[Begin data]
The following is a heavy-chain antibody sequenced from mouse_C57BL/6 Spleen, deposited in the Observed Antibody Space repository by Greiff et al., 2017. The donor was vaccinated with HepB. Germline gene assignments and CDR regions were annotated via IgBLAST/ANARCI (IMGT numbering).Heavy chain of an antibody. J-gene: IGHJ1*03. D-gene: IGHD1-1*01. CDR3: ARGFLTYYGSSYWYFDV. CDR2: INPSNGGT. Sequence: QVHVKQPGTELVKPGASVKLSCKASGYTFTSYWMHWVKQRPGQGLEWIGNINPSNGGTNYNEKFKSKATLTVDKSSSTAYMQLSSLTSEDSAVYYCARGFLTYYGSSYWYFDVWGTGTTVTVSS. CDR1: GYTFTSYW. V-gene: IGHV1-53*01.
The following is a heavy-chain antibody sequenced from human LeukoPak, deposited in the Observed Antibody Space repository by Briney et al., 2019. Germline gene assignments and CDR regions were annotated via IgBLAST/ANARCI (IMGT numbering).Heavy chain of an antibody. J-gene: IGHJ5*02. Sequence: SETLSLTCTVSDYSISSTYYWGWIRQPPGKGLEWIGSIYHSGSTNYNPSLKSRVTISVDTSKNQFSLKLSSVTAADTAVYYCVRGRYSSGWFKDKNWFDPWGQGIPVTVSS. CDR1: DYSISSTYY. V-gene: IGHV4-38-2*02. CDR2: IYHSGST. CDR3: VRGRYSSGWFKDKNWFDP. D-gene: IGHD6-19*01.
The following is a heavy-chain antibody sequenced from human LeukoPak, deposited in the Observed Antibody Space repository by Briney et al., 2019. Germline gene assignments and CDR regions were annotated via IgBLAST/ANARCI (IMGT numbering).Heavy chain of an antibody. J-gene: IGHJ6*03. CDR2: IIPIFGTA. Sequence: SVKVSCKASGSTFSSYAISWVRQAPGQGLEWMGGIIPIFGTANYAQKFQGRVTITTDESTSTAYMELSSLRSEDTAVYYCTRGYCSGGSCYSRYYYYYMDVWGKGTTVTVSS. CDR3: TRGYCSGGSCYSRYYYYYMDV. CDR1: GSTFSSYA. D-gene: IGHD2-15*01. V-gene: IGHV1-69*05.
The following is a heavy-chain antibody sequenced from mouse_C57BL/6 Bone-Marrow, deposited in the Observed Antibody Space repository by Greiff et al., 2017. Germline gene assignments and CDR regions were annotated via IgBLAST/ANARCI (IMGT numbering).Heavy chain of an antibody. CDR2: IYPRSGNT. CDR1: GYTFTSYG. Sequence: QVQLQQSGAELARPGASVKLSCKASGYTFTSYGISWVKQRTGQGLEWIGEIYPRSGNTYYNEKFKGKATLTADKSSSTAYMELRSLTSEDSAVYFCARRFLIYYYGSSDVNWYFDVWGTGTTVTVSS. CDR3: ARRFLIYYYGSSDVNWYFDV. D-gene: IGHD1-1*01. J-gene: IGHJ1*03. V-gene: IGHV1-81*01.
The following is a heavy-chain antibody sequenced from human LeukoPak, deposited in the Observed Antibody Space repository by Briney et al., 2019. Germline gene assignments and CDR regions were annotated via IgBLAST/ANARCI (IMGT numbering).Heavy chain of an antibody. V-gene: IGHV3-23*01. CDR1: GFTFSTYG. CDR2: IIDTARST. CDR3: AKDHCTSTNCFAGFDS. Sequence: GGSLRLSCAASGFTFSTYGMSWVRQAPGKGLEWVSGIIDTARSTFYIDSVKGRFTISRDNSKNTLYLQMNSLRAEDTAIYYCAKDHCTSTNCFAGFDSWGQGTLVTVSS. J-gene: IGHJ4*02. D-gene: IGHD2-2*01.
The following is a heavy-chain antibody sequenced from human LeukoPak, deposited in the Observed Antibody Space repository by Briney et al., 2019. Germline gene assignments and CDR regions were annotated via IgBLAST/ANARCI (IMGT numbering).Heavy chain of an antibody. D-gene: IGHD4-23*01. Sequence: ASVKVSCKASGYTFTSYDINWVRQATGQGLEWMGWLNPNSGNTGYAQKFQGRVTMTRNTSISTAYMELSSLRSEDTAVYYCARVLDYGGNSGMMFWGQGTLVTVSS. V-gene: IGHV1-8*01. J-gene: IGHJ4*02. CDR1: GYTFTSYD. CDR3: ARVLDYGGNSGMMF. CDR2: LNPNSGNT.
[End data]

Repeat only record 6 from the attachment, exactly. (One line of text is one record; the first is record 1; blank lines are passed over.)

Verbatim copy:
The following is a heavy-chain antibody sequenced from human LeukoPak, deposited in the Observed Antibody Space repository by Briney et al., 2019. Germline gene assignments and CDR regions were annotated via IgBLAST/ANARCI (IMGT numbering).Heavy chain of an antibody. D-gene: IGHD4-23*01. Sequence: ASVKVSCKASGYTFTSYDINWVRQATGQGLEWMGWLNPNSGNTGYAQKFQGRVTMTRNTSISTAYMELSSLRSEDTAVYYCARVLDYGGNSGMMFWGQGTLVTVSS. V-gene: IGHV1-8*01. J-gene: IGHJ4*02. CDR1: GYTFTSYD. CDR3: ARVLDYGGNSGMMF. CDR2: LNPNSGNT.